Navy shipwrecks, drones and autonomous underwater vehicles — those are some of the technologies University of Delaware’s College of Earth, Ocean and Environment are working with.
Sen. Tom Carper (D) got to see some of them in action when he toured UD’s robotics lab Tuesday.
But he was also there to teach about a dozen interns and students about the importance of entering science fields and the Navy with leadership skills.
“Leaders are interested in doing what is right, not what is easy,” Carper told the group.
Carper served as a naval flight officer for 23 years. He attributes his success as a student at the University of Delaware to the Navy.
He attended college with the help of the G.I bill that helps veterans pay for college after they’ve served.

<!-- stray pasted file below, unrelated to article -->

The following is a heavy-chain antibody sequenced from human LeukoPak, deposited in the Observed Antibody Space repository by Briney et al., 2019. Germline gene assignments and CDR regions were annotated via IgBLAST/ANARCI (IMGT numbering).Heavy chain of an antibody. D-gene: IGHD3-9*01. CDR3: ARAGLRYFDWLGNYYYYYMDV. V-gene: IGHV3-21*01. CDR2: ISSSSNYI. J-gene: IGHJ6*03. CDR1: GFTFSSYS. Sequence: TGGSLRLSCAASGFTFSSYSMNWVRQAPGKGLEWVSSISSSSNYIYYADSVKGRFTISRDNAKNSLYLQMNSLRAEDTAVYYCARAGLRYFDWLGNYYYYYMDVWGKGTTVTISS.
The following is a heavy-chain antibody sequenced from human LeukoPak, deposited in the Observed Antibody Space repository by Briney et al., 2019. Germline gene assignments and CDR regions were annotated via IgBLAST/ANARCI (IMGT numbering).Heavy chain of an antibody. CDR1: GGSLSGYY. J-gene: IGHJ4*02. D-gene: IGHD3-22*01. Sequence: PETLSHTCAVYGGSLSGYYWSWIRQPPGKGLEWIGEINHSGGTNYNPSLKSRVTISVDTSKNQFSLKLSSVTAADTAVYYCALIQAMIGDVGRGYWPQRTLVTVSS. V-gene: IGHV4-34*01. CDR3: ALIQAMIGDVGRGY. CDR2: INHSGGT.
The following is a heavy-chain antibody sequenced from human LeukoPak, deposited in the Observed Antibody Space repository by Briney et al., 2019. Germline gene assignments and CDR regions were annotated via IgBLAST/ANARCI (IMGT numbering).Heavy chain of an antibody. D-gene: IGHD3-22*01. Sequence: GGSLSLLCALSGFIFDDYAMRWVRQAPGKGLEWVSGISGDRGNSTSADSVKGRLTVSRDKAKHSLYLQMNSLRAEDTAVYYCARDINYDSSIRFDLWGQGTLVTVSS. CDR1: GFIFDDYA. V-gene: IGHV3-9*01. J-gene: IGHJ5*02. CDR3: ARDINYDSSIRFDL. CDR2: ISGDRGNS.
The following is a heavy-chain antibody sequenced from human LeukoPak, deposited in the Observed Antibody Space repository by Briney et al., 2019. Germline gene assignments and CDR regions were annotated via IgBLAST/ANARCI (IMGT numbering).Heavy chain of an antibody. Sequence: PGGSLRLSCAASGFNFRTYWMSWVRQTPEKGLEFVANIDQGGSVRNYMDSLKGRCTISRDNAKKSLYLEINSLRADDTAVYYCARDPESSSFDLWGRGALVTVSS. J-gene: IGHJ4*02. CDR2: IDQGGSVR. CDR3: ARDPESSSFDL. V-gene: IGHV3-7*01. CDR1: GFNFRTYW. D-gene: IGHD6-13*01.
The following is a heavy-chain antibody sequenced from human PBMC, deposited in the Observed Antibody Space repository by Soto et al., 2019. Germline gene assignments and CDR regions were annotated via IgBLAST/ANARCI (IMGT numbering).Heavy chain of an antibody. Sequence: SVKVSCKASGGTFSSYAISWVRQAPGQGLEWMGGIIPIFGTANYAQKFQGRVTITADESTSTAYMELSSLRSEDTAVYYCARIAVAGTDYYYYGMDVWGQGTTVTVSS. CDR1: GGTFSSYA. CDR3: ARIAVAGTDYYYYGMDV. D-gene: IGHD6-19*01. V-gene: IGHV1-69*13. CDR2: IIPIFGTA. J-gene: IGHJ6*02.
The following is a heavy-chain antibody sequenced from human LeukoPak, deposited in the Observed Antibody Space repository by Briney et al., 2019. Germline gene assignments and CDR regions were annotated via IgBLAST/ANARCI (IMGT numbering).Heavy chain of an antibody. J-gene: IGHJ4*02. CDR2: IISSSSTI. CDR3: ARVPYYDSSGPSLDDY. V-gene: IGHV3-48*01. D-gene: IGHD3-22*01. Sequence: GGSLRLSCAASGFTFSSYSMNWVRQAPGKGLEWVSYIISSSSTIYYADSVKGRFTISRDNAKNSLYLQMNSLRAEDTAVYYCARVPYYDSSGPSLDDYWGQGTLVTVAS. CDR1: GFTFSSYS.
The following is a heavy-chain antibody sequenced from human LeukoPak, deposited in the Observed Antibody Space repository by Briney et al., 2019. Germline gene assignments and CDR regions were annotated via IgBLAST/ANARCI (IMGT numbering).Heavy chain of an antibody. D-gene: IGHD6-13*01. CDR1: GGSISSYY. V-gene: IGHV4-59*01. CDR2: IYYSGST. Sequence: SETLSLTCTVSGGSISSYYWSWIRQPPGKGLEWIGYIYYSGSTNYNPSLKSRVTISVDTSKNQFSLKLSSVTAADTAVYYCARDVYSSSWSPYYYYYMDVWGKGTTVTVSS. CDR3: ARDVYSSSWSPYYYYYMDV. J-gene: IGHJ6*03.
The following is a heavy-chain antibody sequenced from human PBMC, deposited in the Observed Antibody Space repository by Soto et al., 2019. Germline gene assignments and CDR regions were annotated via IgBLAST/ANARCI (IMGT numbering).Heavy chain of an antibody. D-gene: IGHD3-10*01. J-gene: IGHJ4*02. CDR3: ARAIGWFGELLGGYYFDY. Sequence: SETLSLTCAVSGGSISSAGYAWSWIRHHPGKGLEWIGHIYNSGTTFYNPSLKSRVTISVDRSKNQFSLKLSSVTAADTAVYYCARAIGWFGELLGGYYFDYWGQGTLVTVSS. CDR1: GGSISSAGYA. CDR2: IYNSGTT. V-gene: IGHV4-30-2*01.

“I’ve been blessed with a lot of the people I’ve served with in the military and since then and I think leadership skills are hugely important to the success of any organization,” Carper said.
His discussion resonated with Natalie Sava, a rising first class at the U.S. Naval Academy, who has been interning with UDCEOE for the last few weeks. Sava wants to commission into the aviation part of the Navy.
“We take leadership classes at the naval academy, but it’s neat to hear it from somebody in person - from somebody who has served and someone who is now in politics, to say that they actually use a lot of leadership in real life,” Sava said.
UD treated Carper a tour of underwater drones, surface robotic boats and aerial drones that they use to map and understand the environment. UD geology professor Art Trembanis said in the Navy, there’s a huge push to use robotic systems.
“As naval officers, they’re going to be utilizing a whole variety of robotic systems - underwater drones, aerial drones, autonomous surface boats, so this gives them a chance to see and work with these up close.”